An analysis of Portia's speech with regards to the essential differences between mercy and justice in the Merchant of Venice by William Shakespeare.

Essay by zooplankton September 2004

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Mercy is compassionate treatment, while justice is the administration of law. Justice may not necessary include mercy.

Mercy is natural. Portia says that the "quality of mercy is not strained", it is not a forced effort but something that one already possesses. Mercy cannot be forced by anyone; it is something that one must come up within himself. Like how "gentle rain" cannot be created artificially, it is sincere.

Mercy also benefits the merciful. Portia says that "earth power doth then show likest God's when mercy seasons justice", implying that man can only become like God when he is merciful.

Mercy is something that is powerful. Portia says, "scepter[s] shows the force of temporal power...but mercy is above this sceptered sway", symbolizing that mercy is more powerful than mere symbols of earthly power, i.e. the crown and the scepter.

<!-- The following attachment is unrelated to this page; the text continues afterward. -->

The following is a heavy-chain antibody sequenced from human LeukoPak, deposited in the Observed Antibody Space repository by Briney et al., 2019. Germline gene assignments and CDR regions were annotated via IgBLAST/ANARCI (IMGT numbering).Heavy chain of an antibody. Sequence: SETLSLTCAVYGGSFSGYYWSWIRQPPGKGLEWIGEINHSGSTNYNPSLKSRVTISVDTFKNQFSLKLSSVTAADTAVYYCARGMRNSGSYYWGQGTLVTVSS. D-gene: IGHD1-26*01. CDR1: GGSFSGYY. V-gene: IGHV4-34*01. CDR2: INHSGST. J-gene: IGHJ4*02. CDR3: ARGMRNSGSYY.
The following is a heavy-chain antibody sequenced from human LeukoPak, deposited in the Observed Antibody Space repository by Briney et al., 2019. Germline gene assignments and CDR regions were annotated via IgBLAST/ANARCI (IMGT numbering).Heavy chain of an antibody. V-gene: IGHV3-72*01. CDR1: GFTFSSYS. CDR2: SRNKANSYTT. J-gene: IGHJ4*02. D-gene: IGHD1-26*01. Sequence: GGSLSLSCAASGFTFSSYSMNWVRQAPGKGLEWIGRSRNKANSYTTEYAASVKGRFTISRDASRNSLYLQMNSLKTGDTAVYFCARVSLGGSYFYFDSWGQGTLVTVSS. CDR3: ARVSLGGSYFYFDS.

Mercy is forgiving. Portia points out that God is merciful, and forgives us for our sins, and "in the course of justice none of us should see salvation".

Only with the mercy of God would they be delivered.

Mercy is reciprocal, and "twice blest", bringing good tidings to both "him that gives and him that takes".

Portia says that mercy is divine, as it "droppeth...from heaven" and "an attribute to God himself". Mercy is a heavenly quality, a sacred virtue and he who has this characteristic becomes "likest God". It is like "gentle rain from heaven".

Mercy is fair treatment to others. For example, the Duke asks Shylock to "forgive a moiety of the principal", sympathising with Antonio as he has lost money in his wrecked investments.

Justice is strict and condemning, as the place where justice is practised is described as the "strict court of Venice". Portia asks Shylock to "mitigate...thy plea", exemplifying how justice is indeed harsh.

Justice is...